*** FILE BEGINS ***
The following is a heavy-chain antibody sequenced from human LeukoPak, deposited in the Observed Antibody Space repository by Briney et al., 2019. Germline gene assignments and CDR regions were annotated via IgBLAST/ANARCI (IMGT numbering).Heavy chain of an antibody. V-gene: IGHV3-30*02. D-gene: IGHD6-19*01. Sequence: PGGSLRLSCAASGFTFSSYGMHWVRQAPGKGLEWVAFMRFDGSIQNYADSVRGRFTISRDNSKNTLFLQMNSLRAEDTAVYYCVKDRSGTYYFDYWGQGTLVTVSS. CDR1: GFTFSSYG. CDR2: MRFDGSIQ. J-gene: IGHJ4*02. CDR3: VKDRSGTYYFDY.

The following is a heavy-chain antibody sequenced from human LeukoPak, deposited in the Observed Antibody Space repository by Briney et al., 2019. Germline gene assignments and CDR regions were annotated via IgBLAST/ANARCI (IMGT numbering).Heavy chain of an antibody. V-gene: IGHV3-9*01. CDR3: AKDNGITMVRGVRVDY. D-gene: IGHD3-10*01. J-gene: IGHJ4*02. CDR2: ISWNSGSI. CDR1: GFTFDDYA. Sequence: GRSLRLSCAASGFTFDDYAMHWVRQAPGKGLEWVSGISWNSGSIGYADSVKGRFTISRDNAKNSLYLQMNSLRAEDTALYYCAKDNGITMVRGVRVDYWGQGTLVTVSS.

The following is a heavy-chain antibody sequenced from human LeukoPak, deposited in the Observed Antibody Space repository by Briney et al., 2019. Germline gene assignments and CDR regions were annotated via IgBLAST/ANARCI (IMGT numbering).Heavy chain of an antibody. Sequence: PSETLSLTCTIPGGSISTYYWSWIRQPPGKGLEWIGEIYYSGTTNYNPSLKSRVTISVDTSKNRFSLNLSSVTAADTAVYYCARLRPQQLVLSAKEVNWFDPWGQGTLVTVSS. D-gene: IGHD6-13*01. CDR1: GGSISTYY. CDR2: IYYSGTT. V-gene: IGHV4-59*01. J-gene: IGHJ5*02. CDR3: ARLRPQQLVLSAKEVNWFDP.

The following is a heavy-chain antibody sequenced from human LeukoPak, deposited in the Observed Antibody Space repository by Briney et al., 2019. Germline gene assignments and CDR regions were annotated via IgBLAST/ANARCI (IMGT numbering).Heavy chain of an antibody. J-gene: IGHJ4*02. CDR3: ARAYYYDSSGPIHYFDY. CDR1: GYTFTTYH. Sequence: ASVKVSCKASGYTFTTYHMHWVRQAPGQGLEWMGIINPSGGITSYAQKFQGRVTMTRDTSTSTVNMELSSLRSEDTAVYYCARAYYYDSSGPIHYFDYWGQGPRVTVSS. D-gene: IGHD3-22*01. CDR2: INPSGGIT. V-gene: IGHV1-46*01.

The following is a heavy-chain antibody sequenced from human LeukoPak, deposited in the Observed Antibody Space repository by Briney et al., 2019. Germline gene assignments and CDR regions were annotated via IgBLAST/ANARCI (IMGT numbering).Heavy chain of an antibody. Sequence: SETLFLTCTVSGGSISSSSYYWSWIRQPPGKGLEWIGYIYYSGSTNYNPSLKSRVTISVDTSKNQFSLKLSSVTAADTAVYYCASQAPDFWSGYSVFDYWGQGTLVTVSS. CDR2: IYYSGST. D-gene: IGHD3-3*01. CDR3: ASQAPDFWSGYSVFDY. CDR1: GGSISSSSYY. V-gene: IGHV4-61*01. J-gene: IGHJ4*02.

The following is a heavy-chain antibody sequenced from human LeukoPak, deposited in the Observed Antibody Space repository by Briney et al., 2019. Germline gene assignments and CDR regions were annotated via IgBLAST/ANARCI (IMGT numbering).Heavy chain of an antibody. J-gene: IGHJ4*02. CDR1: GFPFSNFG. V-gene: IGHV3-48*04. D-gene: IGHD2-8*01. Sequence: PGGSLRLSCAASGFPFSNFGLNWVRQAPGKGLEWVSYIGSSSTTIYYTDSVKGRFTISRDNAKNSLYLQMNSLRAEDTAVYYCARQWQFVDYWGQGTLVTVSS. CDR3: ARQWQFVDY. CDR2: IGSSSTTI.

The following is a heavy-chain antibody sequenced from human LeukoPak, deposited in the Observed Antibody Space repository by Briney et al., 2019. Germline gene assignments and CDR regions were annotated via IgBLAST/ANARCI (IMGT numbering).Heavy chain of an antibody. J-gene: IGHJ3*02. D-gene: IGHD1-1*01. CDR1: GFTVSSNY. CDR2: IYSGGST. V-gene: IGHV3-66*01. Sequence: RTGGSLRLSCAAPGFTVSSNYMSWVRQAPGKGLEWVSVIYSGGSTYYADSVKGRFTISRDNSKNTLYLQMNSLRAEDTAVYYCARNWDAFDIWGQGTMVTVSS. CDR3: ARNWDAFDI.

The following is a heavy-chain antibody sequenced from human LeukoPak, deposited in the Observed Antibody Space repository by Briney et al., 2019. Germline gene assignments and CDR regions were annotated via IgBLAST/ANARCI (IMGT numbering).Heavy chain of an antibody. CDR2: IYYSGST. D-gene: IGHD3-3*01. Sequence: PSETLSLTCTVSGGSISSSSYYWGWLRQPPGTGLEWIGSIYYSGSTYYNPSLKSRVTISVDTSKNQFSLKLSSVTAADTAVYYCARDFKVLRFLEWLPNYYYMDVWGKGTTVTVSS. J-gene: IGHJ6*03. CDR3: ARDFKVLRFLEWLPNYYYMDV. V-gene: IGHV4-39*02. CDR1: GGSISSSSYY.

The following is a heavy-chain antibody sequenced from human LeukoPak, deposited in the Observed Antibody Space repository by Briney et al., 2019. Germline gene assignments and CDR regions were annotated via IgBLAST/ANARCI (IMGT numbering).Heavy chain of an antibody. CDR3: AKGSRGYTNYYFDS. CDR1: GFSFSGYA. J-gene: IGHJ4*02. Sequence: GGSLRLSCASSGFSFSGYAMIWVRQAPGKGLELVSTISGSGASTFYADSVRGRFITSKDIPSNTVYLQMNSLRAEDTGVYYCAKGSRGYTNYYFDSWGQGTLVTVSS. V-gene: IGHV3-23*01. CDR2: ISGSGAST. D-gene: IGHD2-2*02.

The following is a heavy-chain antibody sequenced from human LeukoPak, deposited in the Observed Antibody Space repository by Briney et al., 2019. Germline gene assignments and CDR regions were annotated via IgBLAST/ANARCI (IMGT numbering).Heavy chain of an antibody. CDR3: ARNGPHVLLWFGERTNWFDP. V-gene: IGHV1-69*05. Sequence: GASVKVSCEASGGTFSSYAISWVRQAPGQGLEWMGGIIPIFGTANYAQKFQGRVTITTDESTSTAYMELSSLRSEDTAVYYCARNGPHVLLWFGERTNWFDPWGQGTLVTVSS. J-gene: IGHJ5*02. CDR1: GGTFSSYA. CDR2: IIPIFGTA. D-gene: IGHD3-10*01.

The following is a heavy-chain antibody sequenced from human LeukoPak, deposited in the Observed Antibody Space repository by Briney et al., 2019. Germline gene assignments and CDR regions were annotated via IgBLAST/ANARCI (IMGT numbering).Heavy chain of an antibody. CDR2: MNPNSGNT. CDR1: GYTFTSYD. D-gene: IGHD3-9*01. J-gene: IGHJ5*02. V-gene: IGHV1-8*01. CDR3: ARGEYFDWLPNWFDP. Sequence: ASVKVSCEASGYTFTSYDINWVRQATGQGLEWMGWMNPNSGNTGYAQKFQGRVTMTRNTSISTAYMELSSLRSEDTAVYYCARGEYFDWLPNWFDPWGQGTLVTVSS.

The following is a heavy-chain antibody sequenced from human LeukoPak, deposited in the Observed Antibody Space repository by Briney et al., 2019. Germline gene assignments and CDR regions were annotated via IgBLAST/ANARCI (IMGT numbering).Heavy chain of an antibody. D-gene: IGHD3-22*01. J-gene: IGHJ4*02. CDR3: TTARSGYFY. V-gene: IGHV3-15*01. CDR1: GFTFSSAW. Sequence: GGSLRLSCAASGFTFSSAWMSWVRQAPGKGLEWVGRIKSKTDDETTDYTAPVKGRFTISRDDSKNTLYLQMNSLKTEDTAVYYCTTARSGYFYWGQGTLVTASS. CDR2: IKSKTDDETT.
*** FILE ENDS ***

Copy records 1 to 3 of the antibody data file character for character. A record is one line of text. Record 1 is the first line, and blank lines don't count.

The following is a heavy-chain antibody sequenced from human LeukoPak, deposited in the Observed Antibody Space repository by Briney et al., 2019. Germline gene assignments and CDR regions were annotated via IgBLAST/ANARCI (IMGT numbering).Heavy chain of an antibody. V-gene: IGHV3-30*02. D-gene: IGHD6-19*01. Sequence: PGGSLRLSCAASGFTFSSYGMHWVRQAPGKGLEWVAFMRFDGSIQNYADSVRGRFTISRDNSKNTLFLQMNSLRAEDTAVYYCVKDRSGTYYFDYWGQGTLVTVSS. CDR1: GFTFSSYG. CDR2: MRFDGSIQ. J-gene: IGHJ4*02. CDR3: VKDRSGTYYFDY.

The following is a heavy-chain antibody sequenced from human LeukoPak, deposited in the Observed Antibody Space repository by Briney et al., 2019. Germline gene assignments and CDR regions were annotated via IgBLAST/ANARCI (IMGT numbering).Heavy chain of an antibody. V-gene: IGHV3-9*01. CDR3: AKDNGITMVRGVRVDY. D-gene: IGHD3-10*01. J-gene: IGHJ4*02. CDR2: ISWNSGSI. CDR1: GFTFDDYA. Sequence: GRSLRLSCAASGFTFDDYAMHWVRQAPGKGLEWVSGISWNSGSIGYADSVKGRFTISRDNAKNSLYLQMNSLRAEDTALYYCAKDNGITMVRGVRVDYWGQGTLVTVSS.

The following is a heavy-chain antibody sequenced from human LeukoPak, deposited in the Observed Antibody Space repository by Briney et al., 2019. Germline gene assignments and CDR regions were annotated via IgBLAST/ANARCI (IMGT numbering).Heavy chain of an antibody. Sequence: PSETLSLTCTIPGGSISTYYWSWIRQPPGKGLEWIGEIYYSGTTNYNPSLKSRVTISVDTSKNRFSLNLSSVTAADTAVYYCARLRPQQLVLSAKEVNWFDPWGQGTLVTVSS. D-gene: IGHD6-13*01. CDR1: GGSISTYY. CDR2: IYYSGTT. V-gene: IGHV4-59*01. J-gene: IGHJ5*02. CDR3: ARLRPQQLVLSAKEVNWFDP.